• Wednesday, May 12, 2021
  • Last Update : 03:53 am

Illegal driftnet use widespread in Indian Ocean

  • Published at 07:11 pm April 11th, 2021
Seagrass are seen in the Indian Ocean above the world's largest seagrass meadow
Seagrass are seen in the Indian Ocean above the world's largest seagrass meadow and one of the biggest carbon sinks in the high seas, in Mauritius on March 20, 2021 Reuters

Greenpeace shared footage with Reuters of sharks and manta rays that had been killed in the nets, set some 800km east of Somalia

Greenpeace has uncovered widespread use of illegal driftnets in the northwest Indian Ocean, which it says are decimating marine life in what is one of the world's most ecologically vulnerable fishing grounds.

During two weeks at sea, the environmental organization says it filmed seven ships within 50sqkm using driftnets to catch tuna. It detected another eight vessels on radar using navigational patterns that also suggested use of nets.

"If yellowfin tuna continues to decrease at the current rate then food security in the region, as well as local economies is going to take a huge hit," Greenpeace said.

Nicknamed the "walls of death" for the quantity of other sea life they catch in addition to the fish they are set for, the nets were banned by the United Nations 30 years ago.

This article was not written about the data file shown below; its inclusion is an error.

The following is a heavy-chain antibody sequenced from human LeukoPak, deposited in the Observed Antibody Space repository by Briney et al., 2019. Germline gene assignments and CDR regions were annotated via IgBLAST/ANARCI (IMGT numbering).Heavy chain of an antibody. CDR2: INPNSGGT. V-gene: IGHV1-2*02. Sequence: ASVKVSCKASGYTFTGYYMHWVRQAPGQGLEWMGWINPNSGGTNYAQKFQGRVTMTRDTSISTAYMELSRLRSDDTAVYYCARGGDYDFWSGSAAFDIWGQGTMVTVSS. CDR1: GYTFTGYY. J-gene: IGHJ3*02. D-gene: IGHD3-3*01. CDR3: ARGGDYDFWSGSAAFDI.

Greenpeace shared footage with Reuters of sharks and manta rays that had been killed in the nets, set some 800km east of Somalia.

"Because of the issues of bycatch we're concerned about all fish in the Indian Ocean," it said, adding that the same area had also seen a huge increase in unregulated squid fishing.

"What's the point in a UN ban on driftnets when all the fishing vessels we saw are using driftnets?" asked Will McCallum, head of oceans for Greenpeace UK, in comments to Reuters.

"There is little to no enforcement in international waters... We need a global ocean treaty ... to resolve this enormous governance gap."

Nations are due to meet in August for negotiations over such a pact, designed to attempt to set up safeguards for parts of the ocean similar to reserves established on land.

Last month, representatives of 30 nations met to discuss ways to save fast-depleting tuna stocks in the Indian Ocean. The meeting ended without any new agreement.

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